Tuesday 11th July 2017
One of the outcomes from Leggedon was the need to be super organised. I needed to take all manners of medication, ensure the leg got exercise, monitor and manage my food and a million other things. On top of this, I had a broken novel that needed fixing, and so I used the opportunity to include getting organised about my writing.
Getting organised meant that I was able to cram a lot into the day. I used a business process called GTD to organise myself, triaging my ToDo list so that the important things got done and the little things didn’t get forgotten.
The trick to achieving any long term project is repetition. You want to get fit, you exercise every day. You want to write a book, you write every day. And so I used GTD to ensure I did the repetitive tasks whilst ensuring everything else got done as well.
Over time, efficiency has meant that I have become very busy. I utilise my time well and whilst I complain that I waste time, the fact that I’ve got into habits with a lot of major stuff means that the important stuff always moves forward, if only slowly.
The downside is that I’m always playing for the long term and it can get frustrating because slow progress is often hard to see – both for myself and for others.
When things are going well, I use GTD less. When I’m struggling a bit, I rely on it more.
The downside to the last week is that it’s completely wiped me. Other than set appointments (like training times) my schedule has been terrible. I’ve not edited a lot, I’ve not done a great job of micro-managing my diet, tasks I need to get done, stay undone. Heck, I’ve even had problems getting editions of The Climb out on time.
Things will always come along that throw you off your proverbial horse. As frustrating as they can be, the trick is to be kind to yourself. Beating yourself up for not getting any writing done is easy to do when it’s a major focus, but equally, wasting time getting stressed over things you have no control over isn’t going to resolve the issue.
Getting back on that horse can be difficult as well. If your day is comprised of hundreds of different little tasks, it can sometimes take days.
And so, I’ve tried not to worry too much that I haven’t got loads of editing done the last few days. Instead, I’ve been working towards getting editions of The Climb back on schedule, on regaining my focus.
I did get a bit of editing done last night. Not a huge amount, but I did get past a bit that had really been holding me up and onto an easy chapter. That still needed a bit of editing and it’s easy to skip over errors because you think there are no improvements to be made on the really good chapters.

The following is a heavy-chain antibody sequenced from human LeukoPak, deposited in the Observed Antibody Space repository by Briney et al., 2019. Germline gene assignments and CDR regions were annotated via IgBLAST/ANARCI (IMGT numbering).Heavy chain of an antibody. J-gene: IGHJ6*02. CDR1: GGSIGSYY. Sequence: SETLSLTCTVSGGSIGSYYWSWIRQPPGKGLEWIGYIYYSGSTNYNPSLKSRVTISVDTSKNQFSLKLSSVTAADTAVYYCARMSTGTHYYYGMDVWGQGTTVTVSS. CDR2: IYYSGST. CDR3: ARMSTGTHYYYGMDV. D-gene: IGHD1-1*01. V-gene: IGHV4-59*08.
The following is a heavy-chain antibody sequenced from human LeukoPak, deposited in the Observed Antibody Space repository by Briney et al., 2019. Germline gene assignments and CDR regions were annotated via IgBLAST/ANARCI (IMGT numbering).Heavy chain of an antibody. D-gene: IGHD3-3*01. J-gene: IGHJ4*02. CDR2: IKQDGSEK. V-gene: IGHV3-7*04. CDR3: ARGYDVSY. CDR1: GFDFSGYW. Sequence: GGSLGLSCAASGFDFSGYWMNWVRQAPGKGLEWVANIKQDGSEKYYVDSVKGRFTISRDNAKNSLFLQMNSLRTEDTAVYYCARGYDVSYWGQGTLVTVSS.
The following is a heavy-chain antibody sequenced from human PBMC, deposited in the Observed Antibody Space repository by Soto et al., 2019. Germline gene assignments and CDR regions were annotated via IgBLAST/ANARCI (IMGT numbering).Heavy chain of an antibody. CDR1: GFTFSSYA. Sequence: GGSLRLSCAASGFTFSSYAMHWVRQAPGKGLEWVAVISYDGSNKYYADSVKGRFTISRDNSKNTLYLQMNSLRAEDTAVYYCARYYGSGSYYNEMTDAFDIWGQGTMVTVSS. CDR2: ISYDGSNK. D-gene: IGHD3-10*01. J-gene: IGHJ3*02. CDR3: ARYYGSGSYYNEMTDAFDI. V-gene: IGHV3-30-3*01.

I had some more beta comments back on my early chapters. I still need to digest it all (different people suggest different and sometimes conflicting things, making the trick to find the uniformity in it all) but I think I’ve addressed my concerns – and introduced some new ones! That’s fine. That’s why you send things to beta readers.
Whenever I get a crit back I always go over the cover letter first. This usually describes the high level issues (they loved it, they hated it, they see these general problems with it). This is always the gut punch for me.
Taking criticism is always difficult but it’s a necessary stage and so I always let myself get winded by the cover letter. I’ll read it, and then let it absorb over a day or so before going heavily back in to the comments and picking them apart. Giving myself a few days between the initial reaction and diving in means I’m much more willing to really pick apart the issues they are raising.
There’s always a danger of being defensive when someone criticises a piece of writing. On a logical level, that’s crazy. You’ve asked someone to look at it and pull it apart, and now you’re trying to argue they are somehow wrong? It’s too easy to excuse it away as personal taste.
So I always ask a couple of people on things I’m not sure about. I remind myself that the reason I’ve asked people is because my gut is telling me something isn’t quite right. Responses usually confirm that and also give you an idea of where the issue lay. And sometimes that’s not where the beta reader thinks it is.
But by reading the high level and then leaving it a day or so, I find any emotional defense has disappeared and I can focus more on the why a reader felt this way, rather than feeling a need to prove the reader wrong.
Just like today, the trick is to not beat yourself up and slowly get back on that horse. Writing isn’t about never being knocked down it’s about being able to get up, take the time to brush yourself back down, and carry on.
If you want to follow more of my journey, then be sure to check me on my social channels. Likewise, if you’d like me to expand on any point mentioned above, please say so in the comments.
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